QuarkConverter and InDesignConverter include some other useful fixes.

Quark Converter Options

Quark Converter Options


InDesign Converter Options

InDesign Converter Options

Nevertheless, I can’t help thinking that there must be things I’ve overlooked. I’m an editor, not a typesetter, so I don’t really know all of the things that typesetters have to fix that they really shouldn’t have to deal with. (This probably includes the most common errors that proofreaders mark.) So if you do typesetting or proofreading, would you help me out? I’d really like to know what I’m missing — things that could be cleaned up in an automated way in Microsoft Word before a document is ever imported into InDesign. What problems do you routinely encounter that you wish would go away? If you’ll let me know, I’ll try to come up with an add-in designed specifically to fix such things. Your suggestions for this would be most welcome.

Of course, typesetters and proofreaders aren’t the only ones who can benefit from this kind of cleanup. It’s also valuable to editors, allowing them to focus on words, structure, and meaning rather than deal with these tiny but pervasive problems. Little things like double spaces and straight quotation marks may not seem all that bothersome, but like pebbles in your shoe, they create subliminal annoyance that really adds up, making editing much more difficult than it should be. At least that’s my experience. What do you think?

Jack Lyon ( owns and operates the Editorium, which provides macros and information to help editors and publishers do mundane tasks quickly and efficiently. He is the author of Microsoft Word for Publishing Professionals, Wildcard Cookbook for Microsoft Word, and of Macro Cookbook for Microsoft Word. Both books will help you learn more about macros and how to use them.


  1. Jack, it would save more time if the split doc function exported as .docx rather than .doc. Thank you for a great and versatile set of tools.


    Comment by Bonnie Britt — August 24, 2016 @ 4:50 pm | Reply

  2. Jack, maybe you will think this through to determine what macros Editorium can offer given the following scenario.
    Some indy designers are not interested in renting software. We own version 6 of Adobe’s Creative Suite and that’s where we plan to stay. We are happy with that, especially for typesetting print books. However, after the galleys come the revisions, which are done in InDesign. Those files are then exported for printing via an Acrobat file. And then it becomes time to convert to ePub. One way to do this is to make revisions twice (once in Word and once in InDesign.) Another way is to revise in InDesign and then export (or “save as .docx”) the book file from Acrobat to Word and then fix most of the production issues discussed in the following article.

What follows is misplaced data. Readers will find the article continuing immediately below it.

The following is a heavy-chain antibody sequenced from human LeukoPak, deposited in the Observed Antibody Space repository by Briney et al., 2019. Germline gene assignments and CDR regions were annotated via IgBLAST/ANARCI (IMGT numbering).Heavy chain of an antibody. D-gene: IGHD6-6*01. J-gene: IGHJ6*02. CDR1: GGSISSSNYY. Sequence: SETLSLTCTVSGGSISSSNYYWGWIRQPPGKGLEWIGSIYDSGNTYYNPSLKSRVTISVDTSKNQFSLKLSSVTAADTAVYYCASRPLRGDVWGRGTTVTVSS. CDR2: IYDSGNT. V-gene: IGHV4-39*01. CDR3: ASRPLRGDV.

What Agents Should Know About Ebooks Made from PDFs
    By: Ben Denckla | August 24, 2016

    CS6 designers want easier ways to fashion ePubs from Acrobat files saved to Word’s .docx without having to revise twice. For that we need perfectly styled Word .docx files. Editorium 2014 gets us part of the way there, including splitting the chapters. (The latter currently have to be handled twice in that they are .doc files that need to be saved as .docx.)
    Of Denckla’s list, the contents table is least important as that is easily done. Handling images is a different story and outside the realm of this request.
    Fixing the other items is labor-intensive. They are:
    1. Distinguishing hard vs. soft line breaks:
    2. Distinguishing hard vs. soft hyphens;
    3. Handling footnotes and endnotes;
    4. Rejecting headers & footers.

    Thanks for giving this some thought, Jack, especially #s 1 and 2.


    Comment by Bonnie Britt — August 24, 2016 @ 9:33 pm | Reply

    • Wow, Bonnie, thanks for the detailed analysis. This is incredibly helpful. I’ll definitely give this some thought, and I’ll probably have some questions for you as I do that. I hope that’s okay. 🙂

      I really hope others will weigh in on this as well.


      Comment by Jack Lyon — August 25, 2016 @ 7:19 pm | Reply

  3. Here are some of the (more or less common) words I find that start with apostrophes, other than those you mentioned:

    ‘er (for her)
    ‘im (for him)
    ‘cause (for because)
    ‘bout (for about)
    ‘round (for around)
    ‘n’ (for and)
    ‘twere and ‘tweren’t
    ‘twill and ‘twon’t
    ‘riting and ‘rithmetic
    ‘fore (for before)

    (Naturally all turned the wrong way because I cut and pasted from Word…)


    Comment by Eliza Dee — August 31, 2016 @ 12:49 pm | Reply